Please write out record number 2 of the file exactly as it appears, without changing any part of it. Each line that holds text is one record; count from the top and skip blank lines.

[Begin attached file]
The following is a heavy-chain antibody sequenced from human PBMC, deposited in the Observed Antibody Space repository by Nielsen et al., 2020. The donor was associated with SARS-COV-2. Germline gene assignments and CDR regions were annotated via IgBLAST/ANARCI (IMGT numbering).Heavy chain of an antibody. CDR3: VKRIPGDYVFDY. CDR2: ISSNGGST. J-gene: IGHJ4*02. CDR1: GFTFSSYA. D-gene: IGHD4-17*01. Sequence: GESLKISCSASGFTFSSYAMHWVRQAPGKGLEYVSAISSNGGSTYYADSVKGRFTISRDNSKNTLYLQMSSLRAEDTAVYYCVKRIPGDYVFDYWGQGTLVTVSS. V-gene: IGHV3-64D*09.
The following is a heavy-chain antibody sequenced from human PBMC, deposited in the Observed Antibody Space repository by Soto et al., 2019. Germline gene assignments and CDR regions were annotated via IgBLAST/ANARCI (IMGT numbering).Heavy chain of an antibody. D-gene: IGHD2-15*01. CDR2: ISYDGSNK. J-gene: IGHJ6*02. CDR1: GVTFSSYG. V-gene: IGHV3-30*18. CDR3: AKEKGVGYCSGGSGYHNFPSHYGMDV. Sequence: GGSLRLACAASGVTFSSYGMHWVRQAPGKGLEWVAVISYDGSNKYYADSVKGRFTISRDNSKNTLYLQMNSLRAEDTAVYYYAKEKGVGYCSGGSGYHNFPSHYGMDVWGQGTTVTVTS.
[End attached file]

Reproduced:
The following is a heavy-chain antibody sequenced from human PBMC, deposited in the Observed Antibody Space repository by Soto et al., 2019. Germline gene assignments and CDR regions were annotated via IgBLAST/ANARCI (IMGT numbering).Heavy chain of an antibody. D-gene: IGHD2-15*01. CDR2: ISYDGSNK. J-gene: IGHJ6*02. CDR1: GVTFSSYG. V-gene: IGHV3-30*18. CDR3: AKEKGVGYCSGGSGYHNFPSHYGMDV. Sequence: GGSLRLACAASGVTFSSYGMHWVRQAPGKGLEWVAVISYDGSNKYYADSVKGRFTISRDNSKNTLYLQMNSLRAEDTAVYYYAKEKGVGYCSGGSGYHNFPSHYGMDVWGQGTTVTVTS.